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  • Why We are Marching for Science

    Marc Weissburg, a professor in the School of Biological Sciences and an organizer of the March for Science Atlanta on April 22, writes in the Ampilfier blog about the need for the scientific community to reach out to the public:

    The Amplifier, Apr 19, 2017

  • Ay, Caramba! 'Bart Simpson' Landslide Reveals Ceres' Icy Innards

    Ceres may look like an ancient, inert mass of dusty rock hanging out in the asteroid belt between the orbits of Mars and Jupiter, but the dwarf planet is proving itself to be to be a dynamic and fascinating place....Now it looks like landslides can be added to the mix. In a new study published in the journal Nature Geoscience, researchers have identified "flow features" on Ceres that look very much like landslides that occur on Earth (including one that looks surprisingly like TV's Bart Simpson) -- all of which are driven by the presence of water ice...."These landslides offer us the opportunity to understand what's happening in the upper few kilometers of Ceres," said Heather Chilton, co-author of the paper and a graduate student in the School of Earth and Atmospheric Sciences at the Georgia Institute of Technology. EAS Assistant Professor Britney Schmidt was the lead author on the study, and EAS graduate student Justin Lawrence was a co-author.

    Space.com, Apr 19, 2017

  • Ceres Prank Lands Bart Simpson in Detention for Eternity

    Humankind has a long history of looking up at the stars and seeing figures and faces. In fact, there’s a word for recognizing faces in natural objects: pareidolia. But this must be the first time someone has recognized Bart Simpson’s face on an object in space. Researchers studying landslides on the dwarf planet Ceres noticed a pattern that resembles the cartoon character. The researchers, from the Georgia Institute of Technology, are studying massive landslides that occur on the surface of the icy dwarf. Their findings are reinforcing the idea that Ceres has significant quantities of frozen water. School of Earth and Atmospheric Sciences Assistant Professor Britney Schmidt was the lead author on the study; EAS graduate students Heather Chilton and Justin Lawrence were co-authors.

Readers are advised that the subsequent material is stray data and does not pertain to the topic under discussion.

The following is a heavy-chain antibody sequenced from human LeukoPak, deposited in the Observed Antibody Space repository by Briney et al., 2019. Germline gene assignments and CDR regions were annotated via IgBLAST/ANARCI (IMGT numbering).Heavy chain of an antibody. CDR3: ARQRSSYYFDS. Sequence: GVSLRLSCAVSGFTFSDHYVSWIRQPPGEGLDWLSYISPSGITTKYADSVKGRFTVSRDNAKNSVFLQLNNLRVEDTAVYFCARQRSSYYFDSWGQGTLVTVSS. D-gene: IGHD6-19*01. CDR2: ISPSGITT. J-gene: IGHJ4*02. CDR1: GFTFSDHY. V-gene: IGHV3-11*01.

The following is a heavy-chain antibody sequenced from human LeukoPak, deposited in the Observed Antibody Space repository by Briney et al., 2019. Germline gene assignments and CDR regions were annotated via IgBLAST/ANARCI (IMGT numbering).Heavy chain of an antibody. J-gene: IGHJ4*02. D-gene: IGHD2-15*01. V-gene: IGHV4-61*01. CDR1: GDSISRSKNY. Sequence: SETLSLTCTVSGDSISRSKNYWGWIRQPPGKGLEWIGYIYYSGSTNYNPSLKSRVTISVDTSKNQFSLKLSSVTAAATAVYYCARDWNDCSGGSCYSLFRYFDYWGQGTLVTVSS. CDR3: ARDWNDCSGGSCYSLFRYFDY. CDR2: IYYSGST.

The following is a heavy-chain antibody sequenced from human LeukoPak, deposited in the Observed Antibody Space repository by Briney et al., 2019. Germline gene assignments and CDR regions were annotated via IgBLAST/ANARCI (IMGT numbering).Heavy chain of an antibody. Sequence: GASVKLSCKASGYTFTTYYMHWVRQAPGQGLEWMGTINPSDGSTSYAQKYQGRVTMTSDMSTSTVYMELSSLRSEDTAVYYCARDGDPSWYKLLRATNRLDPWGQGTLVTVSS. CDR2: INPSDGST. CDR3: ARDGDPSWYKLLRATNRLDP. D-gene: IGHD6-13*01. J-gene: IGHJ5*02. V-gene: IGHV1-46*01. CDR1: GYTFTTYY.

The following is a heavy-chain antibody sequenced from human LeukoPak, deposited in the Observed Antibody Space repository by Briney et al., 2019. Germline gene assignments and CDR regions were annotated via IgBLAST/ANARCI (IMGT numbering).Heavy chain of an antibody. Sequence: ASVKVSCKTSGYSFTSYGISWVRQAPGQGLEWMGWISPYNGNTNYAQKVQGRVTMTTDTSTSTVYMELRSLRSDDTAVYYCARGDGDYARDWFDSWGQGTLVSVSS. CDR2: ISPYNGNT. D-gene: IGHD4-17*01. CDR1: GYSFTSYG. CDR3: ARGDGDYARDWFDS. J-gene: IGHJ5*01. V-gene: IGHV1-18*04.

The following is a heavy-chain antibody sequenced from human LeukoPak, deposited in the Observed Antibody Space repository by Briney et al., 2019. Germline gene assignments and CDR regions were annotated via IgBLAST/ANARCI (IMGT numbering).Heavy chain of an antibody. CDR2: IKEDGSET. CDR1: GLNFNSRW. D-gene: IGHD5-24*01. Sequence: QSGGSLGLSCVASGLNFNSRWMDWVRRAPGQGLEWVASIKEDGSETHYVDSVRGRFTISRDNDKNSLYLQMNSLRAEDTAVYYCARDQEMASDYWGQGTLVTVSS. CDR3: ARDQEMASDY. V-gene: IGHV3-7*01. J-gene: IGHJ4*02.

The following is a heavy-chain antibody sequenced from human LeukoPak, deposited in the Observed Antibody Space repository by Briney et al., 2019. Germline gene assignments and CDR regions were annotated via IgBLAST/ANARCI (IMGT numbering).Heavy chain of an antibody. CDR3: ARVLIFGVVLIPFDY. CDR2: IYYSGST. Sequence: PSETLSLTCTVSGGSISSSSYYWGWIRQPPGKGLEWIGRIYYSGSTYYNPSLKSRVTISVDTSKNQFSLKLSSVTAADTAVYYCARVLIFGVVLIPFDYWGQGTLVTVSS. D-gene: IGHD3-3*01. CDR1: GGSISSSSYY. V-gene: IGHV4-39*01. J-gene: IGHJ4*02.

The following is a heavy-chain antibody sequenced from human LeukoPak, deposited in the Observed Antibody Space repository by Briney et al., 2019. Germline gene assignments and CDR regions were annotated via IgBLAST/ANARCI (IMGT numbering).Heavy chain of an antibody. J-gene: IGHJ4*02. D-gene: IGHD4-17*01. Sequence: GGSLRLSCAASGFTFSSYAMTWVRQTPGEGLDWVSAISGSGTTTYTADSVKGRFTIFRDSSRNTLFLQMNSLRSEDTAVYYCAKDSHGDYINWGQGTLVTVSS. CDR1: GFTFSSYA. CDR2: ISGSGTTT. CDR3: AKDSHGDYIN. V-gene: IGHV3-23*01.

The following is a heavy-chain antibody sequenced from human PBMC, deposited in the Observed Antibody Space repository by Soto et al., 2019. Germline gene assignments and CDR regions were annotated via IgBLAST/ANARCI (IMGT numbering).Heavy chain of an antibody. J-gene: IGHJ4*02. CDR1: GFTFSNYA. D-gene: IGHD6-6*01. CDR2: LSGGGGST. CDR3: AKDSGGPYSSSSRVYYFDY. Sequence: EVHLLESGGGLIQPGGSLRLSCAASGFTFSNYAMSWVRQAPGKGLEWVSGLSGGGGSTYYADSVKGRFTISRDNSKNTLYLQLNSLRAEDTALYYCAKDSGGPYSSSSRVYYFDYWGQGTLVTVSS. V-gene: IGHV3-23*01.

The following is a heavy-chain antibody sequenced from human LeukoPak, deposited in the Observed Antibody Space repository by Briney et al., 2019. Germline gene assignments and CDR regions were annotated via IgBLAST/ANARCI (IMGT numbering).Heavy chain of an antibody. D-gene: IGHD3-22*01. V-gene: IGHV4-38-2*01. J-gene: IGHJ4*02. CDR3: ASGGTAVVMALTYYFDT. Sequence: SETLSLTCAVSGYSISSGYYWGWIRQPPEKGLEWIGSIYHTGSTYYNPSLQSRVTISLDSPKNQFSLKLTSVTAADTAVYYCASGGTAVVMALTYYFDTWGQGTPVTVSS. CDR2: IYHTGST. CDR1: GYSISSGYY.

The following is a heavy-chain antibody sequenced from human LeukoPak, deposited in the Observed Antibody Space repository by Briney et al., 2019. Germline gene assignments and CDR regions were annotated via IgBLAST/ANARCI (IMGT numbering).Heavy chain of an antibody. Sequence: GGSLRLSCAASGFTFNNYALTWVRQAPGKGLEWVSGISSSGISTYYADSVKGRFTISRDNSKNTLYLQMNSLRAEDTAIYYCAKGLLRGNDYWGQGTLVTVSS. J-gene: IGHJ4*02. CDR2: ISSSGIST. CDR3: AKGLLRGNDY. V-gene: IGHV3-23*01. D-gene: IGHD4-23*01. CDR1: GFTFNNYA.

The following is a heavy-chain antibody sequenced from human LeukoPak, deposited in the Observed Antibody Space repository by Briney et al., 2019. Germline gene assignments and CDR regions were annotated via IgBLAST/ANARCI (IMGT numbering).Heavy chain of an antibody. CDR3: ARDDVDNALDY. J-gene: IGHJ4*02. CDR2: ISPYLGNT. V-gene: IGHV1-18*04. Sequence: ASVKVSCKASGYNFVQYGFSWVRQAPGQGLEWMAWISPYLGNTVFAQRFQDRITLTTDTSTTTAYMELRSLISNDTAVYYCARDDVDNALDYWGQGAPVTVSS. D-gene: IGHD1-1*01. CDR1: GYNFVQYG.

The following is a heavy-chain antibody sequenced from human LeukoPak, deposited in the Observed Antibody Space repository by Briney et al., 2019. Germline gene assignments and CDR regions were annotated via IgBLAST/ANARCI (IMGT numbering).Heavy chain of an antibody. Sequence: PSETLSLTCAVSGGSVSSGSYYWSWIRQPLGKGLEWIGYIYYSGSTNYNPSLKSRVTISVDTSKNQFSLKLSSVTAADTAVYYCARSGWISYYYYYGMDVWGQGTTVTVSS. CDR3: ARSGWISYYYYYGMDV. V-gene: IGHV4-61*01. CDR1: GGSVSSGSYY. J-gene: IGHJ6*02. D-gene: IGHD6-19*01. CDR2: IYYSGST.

Universe Today , Apr 18, 2017

  • Saturn moon Titan's "electric sand" would make super castles

    Electrified sands on Saturn's largest moon, Titan, may stick together due to static cling, potentially meaning that sand castles there would last for weeks, a new study finds...."At first glance, if you look at images from NASA’s Cassini spacecraft, Titan looks very Earth-like, with dunes, lakes, oceans, mountains and potentially volcanoes, and it has a dense, nitrogen-rich atmosphere like Earth’s,” said study lead author Joshua Méndez, a granular dynamicist at the Georgia Institute of Technology in Atlanta. “But once you start looking at the details, you realize that it is an alien and exciting world.” Mendez collaborated on the study with Professor Josef Dufek and graduate student George McDonald, all with the School of Earth and Atmospheric Sciences. 

    CBS News, Apr 17, 2017

  • Saturn Moon Titan's 'Electric Sand' Would Make Super Castles

    Electrified sands on Saturn's largest moon, Titan, may stick together due to static cling, potentially meaning that sand castles there would last for weeks, a new study finds....Joshua Méndez, a granular dynamicist and graduate student at the Georgia Institute of Technology in Atlanta, speculated that the moon's sand might readily become electrically charged, making its behavior significantly different from that of Earth sand. Mendez collaborated on the study with Professor Josef Dufek and graduate student George McDonald, all with the School of Earth and Atmospheric Sciences. 

    Space.com, Apr 17, 2017